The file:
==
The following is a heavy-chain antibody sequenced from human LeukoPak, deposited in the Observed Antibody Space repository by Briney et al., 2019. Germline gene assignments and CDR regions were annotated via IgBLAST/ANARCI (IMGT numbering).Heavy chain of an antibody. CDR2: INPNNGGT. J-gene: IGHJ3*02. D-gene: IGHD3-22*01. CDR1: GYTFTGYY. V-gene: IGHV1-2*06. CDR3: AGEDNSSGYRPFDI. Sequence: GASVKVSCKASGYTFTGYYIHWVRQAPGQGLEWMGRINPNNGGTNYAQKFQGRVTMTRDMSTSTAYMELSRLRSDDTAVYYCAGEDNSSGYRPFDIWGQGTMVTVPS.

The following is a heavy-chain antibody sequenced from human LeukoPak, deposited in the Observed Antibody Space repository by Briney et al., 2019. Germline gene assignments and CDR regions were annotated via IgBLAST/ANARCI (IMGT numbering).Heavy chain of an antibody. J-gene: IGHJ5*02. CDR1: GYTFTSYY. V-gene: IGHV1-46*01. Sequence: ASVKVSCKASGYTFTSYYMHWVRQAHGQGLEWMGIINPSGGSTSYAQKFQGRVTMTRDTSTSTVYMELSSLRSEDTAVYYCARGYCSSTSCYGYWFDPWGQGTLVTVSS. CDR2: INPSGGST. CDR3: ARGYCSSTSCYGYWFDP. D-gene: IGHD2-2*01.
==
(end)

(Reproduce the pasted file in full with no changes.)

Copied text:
The following is a heavy-chain antibody sequenced from human LeukoPak, deposited in the Observed Antibody Space repository by Briney et al., 2019. Germline gene assignments and CDR regions were annotated via IgBLAST/ANARCI (IMGT numbering).Heavy chain of an antibody. CDR2: INPNNGGT. J-gene: IGHJ3*02. D-gene: IGHD3-22*01. CDR1: GYTFTGYY. V-gene: IGHV1-2*06. CDR3: AGEDNSSGYRPFDI. Sequence: GASVKVSCKASGYTFTGYYIHWVRQAPGQGLEWMGRINPNNGGTNYAQKFQGRVTMTRDMSTSTAYMELSRLRSDDTAVYYCAGEDNSSGYRPFDIWGQGTMVTVPS.

The following is a heavy-chain antibody sequenced from human LeukoPak, deposited in the Observed Antibody Space repository by Briney et al., 2019. Germline gene assignments and CDR regions were annotated via IgBLAST/ANARCI (IMGT numbering).Heavy chain of an antibody. J-gene: IGHJ5*02. CDR1: GYTFTSYY. V-gene: IGHV1-46*01. Sequence: ASVKVSCKASGYTFTSYYMHWVRQAHGQGLEWMGIINPSGGSTSYAQKFQGRVTMTRDTSTSTVYMELSSLRSEDTAVYYCARGYCSSTSCYGYWFDPWGQGTLVTVSS. CDR2: INPSGGST. CDR3: ARGYCSSTSCYGYWFDP. D-gene: IGHD2-2*01.